Start potting up dahlia tubers at the beginning of Spring, as this is when they’ll naturally start producing shoots.
At the end of February, after I’d been bursting with anticipation for 6 whole weeks, the dahlia tubers arrived in the post. At the end of March, I started to pot them up. You can start dahlia tubers in pots in March or early April. This is called potting them up.
By potting up dahlia tubers, we give them a chance to start growing earlier, in a frost-free place, so that by the time the garden is ready to receive them, in late May, they have grown into good-sized plants, with their roots already well-established.
I also had some tubers which over-wintered in a mixture of dry compost and perlite, in the garage, which I had grown the previous year from seed. These are the ‘Bishop’s Children’ variety, which are single-petalled, and some have darker, more bronzy leaves and stems. The flowers are a mixture of reds, oranges, yellows and pinks.
Why Pot Up Dahlias First?
So why do we pot up the dahlia tubers instead of putting them straight into the ground or a large pot outside?
This is because we want to get the dahlias growing as early as possible, for the longest flowering time.
In March, the soil in our Scottish garden is still wet and cold, and until the end of May, we might get frosts, which destroy dahlias.
Dahlias are native to warm climates and are tender plants that will rot in cold, wet soil.
By potting up dahlia tubers we give them a chance to start growing earlier, in a frost-free place, so that by the time the garden is ready to receive them, in late May, they have grown into good-sized plants, with their roots already well established.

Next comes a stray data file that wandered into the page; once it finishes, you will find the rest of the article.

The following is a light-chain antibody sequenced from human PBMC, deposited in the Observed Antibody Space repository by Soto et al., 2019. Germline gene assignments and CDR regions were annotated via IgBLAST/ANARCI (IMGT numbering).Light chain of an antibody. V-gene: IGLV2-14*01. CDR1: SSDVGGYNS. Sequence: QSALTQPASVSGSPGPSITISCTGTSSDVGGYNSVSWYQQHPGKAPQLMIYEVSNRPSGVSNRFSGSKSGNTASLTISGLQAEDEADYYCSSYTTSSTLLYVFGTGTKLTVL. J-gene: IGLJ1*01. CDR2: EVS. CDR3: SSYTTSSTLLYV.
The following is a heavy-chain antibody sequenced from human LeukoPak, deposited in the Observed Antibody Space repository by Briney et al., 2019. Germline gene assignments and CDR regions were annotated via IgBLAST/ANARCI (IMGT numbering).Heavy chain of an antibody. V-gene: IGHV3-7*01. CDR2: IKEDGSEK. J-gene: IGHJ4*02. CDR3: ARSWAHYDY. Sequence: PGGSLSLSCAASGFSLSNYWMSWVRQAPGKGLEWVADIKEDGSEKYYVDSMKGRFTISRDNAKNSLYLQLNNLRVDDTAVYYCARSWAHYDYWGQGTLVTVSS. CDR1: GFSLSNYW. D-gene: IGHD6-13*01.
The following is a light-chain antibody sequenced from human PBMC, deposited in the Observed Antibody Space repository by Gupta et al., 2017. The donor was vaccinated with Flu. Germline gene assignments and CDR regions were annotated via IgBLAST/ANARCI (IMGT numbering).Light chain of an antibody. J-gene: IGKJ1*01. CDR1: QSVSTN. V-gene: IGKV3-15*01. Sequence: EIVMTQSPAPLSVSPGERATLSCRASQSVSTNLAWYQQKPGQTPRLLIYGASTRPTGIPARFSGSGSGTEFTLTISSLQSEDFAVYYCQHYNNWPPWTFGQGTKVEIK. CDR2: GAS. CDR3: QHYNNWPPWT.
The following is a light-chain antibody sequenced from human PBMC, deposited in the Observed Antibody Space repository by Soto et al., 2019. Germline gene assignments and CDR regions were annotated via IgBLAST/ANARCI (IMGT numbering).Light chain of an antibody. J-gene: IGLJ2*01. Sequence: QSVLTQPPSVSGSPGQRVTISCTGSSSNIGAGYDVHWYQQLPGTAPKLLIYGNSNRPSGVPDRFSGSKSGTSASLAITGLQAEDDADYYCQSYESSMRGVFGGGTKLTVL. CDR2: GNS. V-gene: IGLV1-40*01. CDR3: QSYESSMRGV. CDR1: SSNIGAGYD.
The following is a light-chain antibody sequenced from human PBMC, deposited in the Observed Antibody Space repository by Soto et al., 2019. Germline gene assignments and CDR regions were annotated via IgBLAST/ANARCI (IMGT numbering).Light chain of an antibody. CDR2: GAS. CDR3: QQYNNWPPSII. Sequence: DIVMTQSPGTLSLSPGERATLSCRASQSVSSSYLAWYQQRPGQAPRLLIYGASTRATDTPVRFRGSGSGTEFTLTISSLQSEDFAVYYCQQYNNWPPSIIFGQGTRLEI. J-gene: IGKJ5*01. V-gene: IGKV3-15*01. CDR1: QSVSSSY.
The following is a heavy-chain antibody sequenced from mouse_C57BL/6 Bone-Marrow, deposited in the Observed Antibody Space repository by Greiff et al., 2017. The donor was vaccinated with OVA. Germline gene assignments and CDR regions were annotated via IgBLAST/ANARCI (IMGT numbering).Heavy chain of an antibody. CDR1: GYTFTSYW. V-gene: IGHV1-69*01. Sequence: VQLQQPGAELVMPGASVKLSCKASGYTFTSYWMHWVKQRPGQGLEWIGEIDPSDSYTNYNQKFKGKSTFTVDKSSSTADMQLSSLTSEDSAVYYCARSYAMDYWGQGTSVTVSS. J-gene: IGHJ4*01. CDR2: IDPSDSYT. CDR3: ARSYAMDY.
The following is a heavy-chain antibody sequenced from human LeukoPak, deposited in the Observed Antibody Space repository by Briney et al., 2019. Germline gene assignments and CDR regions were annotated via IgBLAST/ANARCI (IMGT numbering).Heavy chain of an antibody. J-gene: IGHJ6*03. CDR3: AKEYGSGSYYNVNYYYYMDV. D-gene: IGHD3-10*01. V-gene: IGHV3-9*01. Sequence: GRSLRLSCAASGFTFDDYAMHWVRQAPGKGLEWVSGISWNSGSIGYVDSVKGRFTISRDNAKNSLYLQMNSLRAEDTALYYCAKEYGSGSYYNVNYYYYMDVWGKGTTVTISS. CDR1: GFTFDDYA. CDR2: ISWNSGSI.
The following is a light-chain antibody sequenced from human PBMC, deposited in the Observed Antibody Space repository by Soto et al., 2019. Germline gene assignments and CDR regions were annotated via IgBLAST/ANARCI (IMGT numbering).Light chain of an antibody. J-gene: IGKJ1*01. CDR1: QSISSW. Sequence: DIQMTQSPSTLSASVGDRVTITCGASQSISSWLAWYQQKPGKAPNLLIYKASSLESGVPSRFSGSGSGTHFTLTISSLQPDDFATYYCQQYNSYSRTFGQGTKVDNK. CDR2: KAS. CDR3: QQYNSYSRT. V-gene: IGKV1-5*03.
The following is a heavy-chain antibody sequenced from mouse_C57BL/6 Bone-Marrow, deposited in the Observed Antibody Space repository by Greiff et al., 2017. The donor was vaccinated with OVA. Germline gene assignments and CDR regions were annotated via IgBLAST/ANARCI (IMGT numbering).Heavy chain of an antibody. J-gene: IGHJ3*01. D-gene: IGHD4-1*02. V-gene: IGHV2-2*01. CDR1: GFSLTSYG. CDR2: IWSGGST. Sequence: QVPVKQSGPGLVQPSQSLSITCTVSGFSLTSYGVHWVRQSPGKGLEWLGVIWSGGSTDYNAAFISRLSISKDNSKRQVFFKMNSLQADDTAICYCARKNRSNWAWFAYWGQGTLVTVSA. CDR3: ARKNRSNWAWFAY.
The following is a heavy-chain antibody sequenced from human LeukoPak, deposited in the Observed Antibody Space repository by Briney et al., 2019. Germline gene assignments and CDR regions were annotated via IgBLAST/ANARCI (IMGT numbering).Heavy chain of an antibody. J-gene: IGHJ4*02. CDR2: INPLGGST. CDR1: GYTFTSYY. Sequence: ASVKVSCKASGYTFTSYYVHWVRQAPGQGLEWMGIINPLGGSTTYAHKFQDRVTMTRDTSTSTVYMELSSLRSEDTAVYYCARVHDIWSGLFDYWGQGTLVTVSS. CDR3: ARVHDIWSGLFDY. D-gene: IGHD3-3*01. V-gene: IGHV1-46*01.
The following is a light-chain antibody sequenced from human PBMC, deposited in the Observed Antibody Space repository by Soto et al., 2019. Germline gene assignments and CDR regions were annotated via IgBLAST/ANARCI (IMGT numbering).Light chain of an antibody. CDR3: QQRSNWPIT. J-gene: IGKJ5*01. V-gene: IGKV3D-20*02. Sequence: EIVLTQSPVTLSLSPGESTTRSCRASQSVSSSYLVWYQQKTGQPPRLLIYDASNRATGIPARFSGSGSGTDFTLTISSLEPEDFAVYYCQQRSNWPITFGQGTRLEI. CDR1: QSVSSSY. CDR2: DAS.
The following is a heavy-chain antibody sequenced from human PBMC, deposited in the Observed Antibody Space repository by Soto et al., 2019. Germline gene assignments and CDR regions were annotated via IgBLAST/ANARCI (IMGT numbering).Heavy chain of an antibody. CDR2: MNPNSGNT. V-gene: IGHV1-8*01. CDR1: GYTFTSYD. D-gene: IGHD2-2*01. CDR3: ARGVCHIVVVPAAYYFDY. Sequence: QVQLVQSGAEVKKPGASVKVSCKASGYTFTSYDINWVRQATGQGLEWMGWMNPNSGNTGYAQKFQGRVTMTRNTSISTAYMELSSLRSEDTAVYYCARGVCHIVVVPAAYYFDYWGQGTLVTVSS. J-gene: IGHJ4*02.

Being bigger when they’re planted out also helps dahlias to have a fighting chance again slugs and snails.
Check dahlia tubers
Take the dahlia tubers out of their packaging, or dry compost mix, and check each one for signs of damage. Healthy tubers should be firm, not soggy.
The tubers look a bit brown and insignificant now but contain so much colourful flower power.
What you’ll need
To start potting up your dahlia tubers, you will need:
- 2L pots or trays just deep enough for the tubers
- I usually add some perlite to the compost too, to help water drain away through the compost easily
Dahlia tubers don’t need much nutrient content in the compost at this stage.
How to pot up dahlia tubers
- Add some compost into the pots or trays.
- Put one tuber into each 2L pot, or a few in a tray.
- Cover the tubers with compost, almost to the top of the old stalk.
- Water a little if the compost is dry, but don’t saturate the compost.
- Place in a light, warm, or at least frost-free place, such as a greenhouse, mini greenhouse or windowsill.
J Parkers recommend soaking the tubers in water for up to 24 hours before potting them up.
The tubers that I over-wintered in a pot of compost and perlite feel firm and ready to burst into life, in fact, one tuber already had shoots when I lifted it out of the compost.
The mail-order tubers seem much drier, so I think it might be a good idea to try soaking these before planting.
Place in a light, frost-free area
Since I don’t yet have a greenhouse or polytunnel, I put the dahlias that I’ve potted up into a mini greenhouse.
I’ll leave them like this to grow shoots, for around 6 weeks, keeping them a little moist but not too wet. Soon the tubers will grow lovely big shoots, which can be pinched out to encourage bushier growth. The growing tips that you pinch out can also be used as cuttings to start new plants, which are clones of the original plant.
I am trying wool pellets this year to see if they help keep slugs and snails away.
4 dahlia varieties arrived from Sarah Raven.
Potting up dahlia tubers in easy. At this stage, you only need to put a tuber into a large enough pot to hold the tuber, cover almost to the top of the old stalk with compost and keep it out of the cold and wet. Healthy dahlia tubers should then sprout lots of shoots for this year’s growth, and enough for some cuttings too.
What are your favourite dahlia varieties? I’d love it if you could let me know in the comments.
Happy dahlia potting!